Written by Aaron Matthews, Popscene is an attempt to re-examine records from the glory years of Britpop, specfically, ones that haven’t been analyzed to death by the North American press. If you’re looking for “Definitely Maybe,” the answer is “no.”

Super Furry Animals are either the best or worst starting point for discussing Britpop. Halilng from Cardiff, Wales, they spent quality time toiling in Welsh-language bands prior to forming SFA in 1993. Since then, they have released two Welsh language EPs, including 1995’s Llanfairpwllgwyngyllgogerychwyrndrobwllllantysiliogogogoch (In Space) and Moog Droog.

Following the release of those EPs, the band starting writing songs in English after being inspired by a tight-trousered, Tom Jones, bronze memorial (probably) and a desire to make their music more accessible (true). In 1995, after a gig in London–only their second, outside of Wales- Creation Records head, Alan McGee, signed SFA to his label, the one-time home of Primal Scream, Jesus and the Mary Chain, My Bloody Valentine, and Oasis.

Fuzzy Logic saw release around the apogee of Britpop, with many acts (*cough Kula Shaker) opting to work from the revivalist palette of Oasis’ What’s The Story (Morning Glory), rather than try something new. Meanwhile, Blur and Oasis stayed feuding after the two bands had competed in a chart battle between “Country House” and “Roll With It.” Apparently, this makes sense if you live in the United Kingdom.

Sonically, the Super Furries were never as tied to the  anglo-centric pillars of Britpop as their peers, a result of their late start during the second wave of Britpop. Characterized by a Ween-like mastery of nearly every genre,  Fuzzy Logic stays stylistically staid in contrast to their later work. Their derivations from traditional British guitar bands come via song craft, and provide them with a jumping off point for their whimsically strange pop music, rather than hemming it into a single genre.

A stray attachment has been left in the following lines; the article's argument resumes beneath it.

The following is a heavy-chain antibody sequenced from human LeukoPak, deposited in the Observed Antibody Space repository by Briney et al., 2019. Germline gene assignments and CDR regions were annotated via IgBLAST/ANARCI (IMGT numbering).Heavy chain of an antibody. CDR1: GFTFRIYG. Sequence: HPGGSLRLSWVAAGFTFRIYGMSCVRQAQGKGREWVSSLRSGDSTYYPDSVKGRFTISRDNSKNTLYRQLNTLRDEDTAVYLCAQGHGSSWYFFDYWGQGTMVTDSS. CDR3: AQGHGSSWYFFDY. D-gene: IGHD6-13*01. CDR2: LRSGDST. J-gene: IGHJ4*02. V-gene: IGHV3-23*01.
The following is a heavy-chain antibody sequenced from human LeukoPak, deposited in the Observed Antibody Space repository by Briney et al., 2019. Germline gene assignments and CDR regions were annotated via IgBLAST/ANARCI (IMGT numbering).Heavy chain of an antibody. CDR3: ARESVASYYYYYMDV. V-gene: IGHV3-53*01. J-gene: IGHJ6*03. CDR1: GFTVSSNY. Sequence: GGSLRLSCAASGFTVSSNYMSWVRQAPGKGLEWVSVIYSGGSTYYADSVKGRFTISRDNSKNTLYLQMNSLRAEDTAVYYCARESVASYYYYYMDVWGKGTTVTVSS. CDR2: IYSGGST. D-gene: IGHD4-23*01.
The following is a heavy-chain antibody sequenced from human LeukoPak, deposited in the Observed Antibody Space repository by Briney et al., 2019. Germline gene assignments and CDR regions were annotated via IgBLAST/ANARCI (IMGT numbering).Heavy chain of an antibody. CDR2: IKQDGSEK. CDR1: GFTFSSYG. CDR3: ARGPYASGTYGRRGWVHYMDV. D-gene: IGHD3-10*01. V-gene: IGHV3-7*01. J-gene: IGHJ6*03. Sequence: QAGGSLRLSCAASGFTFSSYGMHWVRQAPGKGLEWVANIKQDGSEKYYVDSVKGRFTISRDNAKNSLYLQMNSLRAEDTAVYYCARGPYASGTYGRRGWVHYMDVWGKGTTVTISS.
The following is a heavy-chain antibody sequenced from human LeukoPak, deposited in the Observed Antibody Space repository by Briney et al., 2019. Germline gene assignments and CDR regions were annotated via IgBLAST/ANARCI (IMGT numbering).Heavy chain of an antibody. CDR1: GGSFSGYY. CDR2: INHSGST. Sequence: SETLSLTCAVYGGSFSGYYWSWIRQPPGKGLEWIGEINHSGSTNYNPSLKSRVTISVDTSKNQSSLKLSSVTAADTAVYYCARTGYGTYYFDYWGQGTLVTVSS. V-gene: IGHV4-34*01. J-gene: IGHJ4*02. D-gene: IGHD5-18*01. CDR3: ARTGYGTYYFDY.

Rather than draw solely from the standard Jam/Kinks/Smiths axis or from the dead Madchester scene, Fuzzy Logic finds its muse in Syd Barrett’s gently trippy psych, and the shameless hookiness of 70s glam rock bands like Mott the Hoople and Sweet. The album also establishes the group’s surrealistic lyrical bent, with songs about hamsters, Frisbees, and Welsh drug trafficker Howard Marks (depicted on the cover in disguises he wore while moving weight). The  Fuzzy Logic sessions also marked the first time that lead singer, Gruff Rhys, had sung in English, explaining the group’s penchant for odd pop cultural references and couplets like  “Frisbee’s:” Locked in a sorry dream/You know we’re drowning in designer ice cream.”

These influences are distilled in the record’s four singles: “Something 4 The Weekend” moving from punky Supergrass rock to lush Beach Boys harmonies; “God! Show Me Magic’s” hard-driving punk pop; stand-out track, “Hometown Unicorn,” a wistful Marc Bolan-like ode to returning home; and “Fuzzy Birds” a conversation between a hamster and his owner. “Hanging With Howard Marks” is the closest the album comes to standard Britpop, with its quirk being its lyrical obsession with the titular drug trafficker.

A glimpse at future promise for a band still finding its sonic footing, Gruff Rhys and Co.’s kaleidoscopic command of genres would come later. Fuzzy Logic provides a window into a band’s musical and lyrical obsessions with instantly hooky, druggy, idiosyncratic pop music–paying tribute to what British rock was, and what it could be.

MP3: Super Furry Animals-“Something 4 The Weekend”
MP3: Super Furry Animals-“If You Don’t Want Me to Destroy You”
MP3: Super Furry Animals “Hometown Unicorn”